Next comes a second chorus, this one being ten measures in length because of the addition of a “Beatles break” as described below. The first eight measures, however, are quite similar to the first chorus, the crashing chord accents appearing here as well. John's focus this time is not on any guitar riffs as in the previous chorus but instead on lower harmony vocals to Paul's lead vocal, falling back to playing rhythm guitar during this chorus. I'd like to point out here that Lennon is obviously thriving as an artist during their performance of this song, changing from rhythm to lead guitarist, playing intricate guitar riffs during some choruses, and throwing in a harmony vocal as well. He had been caught on tape during these sessions saying that he thought of The Beatles as a durable rock'n'roll band that performed best during their formative years at the Cavern Club and in Hamburg. With “Get Back,” he was recapturing their celebrated past.
The added ninth and tenth measures consist of the first of two “Beatles breaks” in the song, this one keeping within the flow of the performance (unlike the second). With the crashing chord and ringing cymbal on the anticipated downbeat of the ninth measure, Billy Preston's presence is felt for the first time, slow descending chords being the primary focus of these two measures. With the volume of the song decreasing at this point, Ringo and Paul bring it back in the second half of the tenth measure. Ringo performs an innovative left-handed drum fill while Paul spurs Billy on for his upcoming solo by calling out, “Get back, Joe!”
Another instrumental verse then appears, eight measures in length and dominated by Billy Preston's excellent self-composed solo. The Beatles play energetically but as a rhythmic backdrop in order to allow their guest keyboardist to shine. They add in the jarring chords from the fourth measure of the second chorus, this time both in the fourth measure and the eighth measure. In the eighth measure, they all hit it a little harder due to it being a segue into the next verse, this one being the second and final vocal verse of the entire song.
This verse, also being eight measures in length, is nearly identical to the first vocal verse, John's guitar riffs and all. Other than different lyrics, the only other alteration from the first vocal verse is George mistakenly playing the two jarring chords in the eighth measure, this appearing as a juxtaposition with John's intricate but ad libbed lead guitar flourish. This is followed by another chorus, which is nearly identical to the first chorus instrumentally, ending with Paul's ad lib "Get back, Loretta!" as encouragement for John's upcoming solo.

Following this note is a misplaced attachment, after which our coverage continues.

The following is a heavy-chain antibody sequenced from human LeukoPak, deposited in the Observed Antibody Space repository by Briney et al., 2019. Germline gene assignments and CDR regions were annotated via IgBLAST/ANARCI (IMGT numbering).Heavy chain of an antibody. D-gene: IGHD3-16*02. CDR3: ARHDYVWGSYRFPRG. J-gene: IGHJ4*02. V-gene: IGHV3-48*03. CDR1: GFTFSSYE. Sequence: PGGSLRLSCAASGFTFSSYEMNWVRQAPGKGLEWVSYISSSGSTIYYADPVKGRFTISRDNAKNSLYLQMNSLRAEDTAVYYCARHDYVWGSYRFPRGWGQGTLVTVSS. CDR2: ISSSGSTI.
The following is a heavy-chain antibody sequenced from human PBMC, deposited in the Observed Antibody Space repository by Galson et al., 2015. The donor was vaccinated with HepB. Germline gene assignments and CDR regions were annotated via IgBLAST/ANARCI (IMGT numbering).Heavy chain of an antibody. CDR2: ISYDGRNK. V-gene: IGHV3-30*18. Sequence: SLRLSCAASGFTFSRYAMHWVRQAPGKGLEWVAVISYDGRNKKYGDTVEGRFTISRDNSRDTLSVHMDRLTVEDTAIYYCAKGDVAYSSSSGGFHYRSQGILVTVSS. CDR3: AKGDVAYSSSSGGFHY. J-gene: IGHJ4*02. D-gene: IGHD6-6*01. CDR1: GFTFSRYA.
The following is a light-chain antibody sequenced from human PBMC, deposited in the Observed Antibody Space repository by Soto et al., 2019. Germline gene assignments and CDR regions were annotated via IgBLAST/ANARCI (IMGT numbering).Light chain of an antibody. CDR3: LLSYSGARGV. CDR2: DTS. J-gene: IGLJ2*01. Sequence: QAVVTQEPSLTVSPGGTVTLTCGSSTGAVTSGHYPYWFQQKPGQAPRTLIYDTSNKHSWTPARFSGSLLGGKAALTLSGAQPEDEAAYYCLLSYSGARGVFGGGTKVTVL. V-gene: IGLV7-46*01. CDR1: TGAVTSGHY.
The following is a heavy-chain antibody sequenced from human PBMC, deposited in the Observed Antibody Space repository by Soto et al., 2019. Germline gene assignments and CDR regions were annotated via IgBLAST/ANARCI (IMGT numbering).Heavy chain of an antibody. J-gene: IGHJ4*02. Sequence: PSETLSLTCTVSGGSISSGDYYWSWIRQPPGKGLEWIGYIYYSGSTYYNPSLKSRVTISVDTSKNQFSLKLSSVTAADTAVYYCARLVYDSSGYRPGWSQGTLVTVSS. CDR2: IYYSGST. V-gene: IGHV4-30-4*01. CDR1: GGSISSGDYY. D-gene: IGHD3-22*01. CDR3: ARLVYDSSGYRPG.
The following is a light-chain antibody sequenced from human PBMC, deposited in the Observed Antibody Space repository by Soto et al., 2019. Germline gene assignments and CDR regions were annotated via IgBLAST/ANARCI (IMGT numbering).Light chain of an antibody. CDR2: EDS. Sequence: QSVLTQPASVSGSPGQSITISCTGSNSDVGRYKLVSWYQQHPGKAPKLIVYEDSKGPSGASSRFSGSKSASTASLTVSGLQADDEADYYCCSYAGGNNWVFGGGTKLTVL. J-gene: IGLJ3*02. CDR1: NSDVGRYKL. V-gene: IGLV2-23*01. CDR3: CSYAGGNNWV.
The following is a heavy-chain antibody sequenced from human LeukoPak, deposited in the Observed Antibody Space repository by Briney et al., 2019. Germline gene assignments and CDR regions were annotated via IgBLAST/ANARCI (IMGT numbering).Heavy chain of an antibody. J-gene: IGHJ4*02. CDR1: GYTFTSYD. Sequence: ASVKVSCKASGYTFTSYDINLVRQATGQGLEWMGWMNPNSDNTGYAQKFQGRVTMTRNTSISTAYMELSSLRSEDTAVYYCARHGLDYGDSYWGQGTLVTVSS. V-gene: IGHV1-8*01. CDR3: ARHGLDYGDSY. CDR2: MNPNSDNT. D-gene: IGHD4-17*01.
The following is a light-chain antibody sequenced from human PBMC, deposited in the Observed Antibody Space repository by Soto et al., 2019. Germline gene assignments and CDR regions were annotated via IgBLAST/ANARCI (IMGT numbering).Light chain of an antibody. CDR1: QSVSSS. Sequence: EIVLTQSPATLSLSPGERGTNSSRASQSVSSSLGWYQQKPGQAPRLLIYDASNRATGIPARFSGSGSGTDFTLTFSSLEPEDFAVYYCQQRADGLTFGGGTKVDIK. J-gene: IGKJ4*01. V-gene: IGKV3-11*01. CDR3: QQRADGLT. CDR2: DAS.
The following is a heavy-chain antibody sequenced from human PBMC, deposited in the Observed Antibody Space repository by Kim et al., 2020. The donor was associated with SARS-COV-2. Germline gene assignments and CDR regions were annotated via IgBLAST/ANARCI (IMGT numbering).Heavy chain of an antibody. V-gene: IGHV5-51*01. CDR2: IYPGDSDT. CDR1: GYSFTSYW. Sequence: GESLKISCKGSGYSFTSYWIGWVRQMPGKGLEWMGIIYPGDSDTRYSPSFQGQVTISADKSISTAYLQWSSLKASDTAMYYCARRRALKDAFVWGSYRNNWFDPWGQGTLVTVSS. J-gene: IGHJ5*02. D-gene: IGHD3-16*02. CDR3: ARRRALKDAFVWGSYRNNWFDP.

Another instrumental verse comes next, this one being handled by John once again. Interestingly, Paul injects a high-pitched vocal “ooh” on the “two-and” offbeat of the first measure of this instrumental verse, his vocal hijinks being at an all-time high during the numerous takes of this song during these sessions. John's previous guitar solo is repeated here again but with various ad libs to differentiate it from the previous one, the fourth, seventh and eighth measures being substantially different. The instrumental backing from the other four musicians are primarily as heard in John's first solo verse, Ringo's crashing cymbals in measure eight being louder in order to bring in the climactic chorus that follows. Paul reings everyone in for that chorus by exclaiming “Go home!” in measure eight.
This fourth chorus brings everyone's playing to a fever pitch, the entire group performing at their loudest and with dynamic energy. This in itself may be the reason that this take was chosen as "best" for release as the next Beatles single and thereafter for the soundtrack album. Paul's vocalization in this chorus is with fervor and intensity, this mimicking the power of all five musicians, Ringo's energetic drum work spurring everyone on. The accented crashing chords and cymbals of previous choruses are heard here, not only in measures five and six as before, but in measures one and two as well. Also, the two iconic power chords that were heard in the introduction of the song and in the fourth measure of the previous choruses are here replaced by a syncopated crashing chord on the “two-and” beat of measure four.
It can arguably be said that this fourth chorus is also ten measures in length as the second chorus was, complete with an abbreviated version of Billy Preston's descending electric piano riff as heard the first time around. However, due to this being the conclusion of this actual performance on January 27th, 1969, the meter of the song is here lost for this second “Beatles break,” the only elements filling this gap being some indecipherable studio sounds and Paul's “Oooooh!”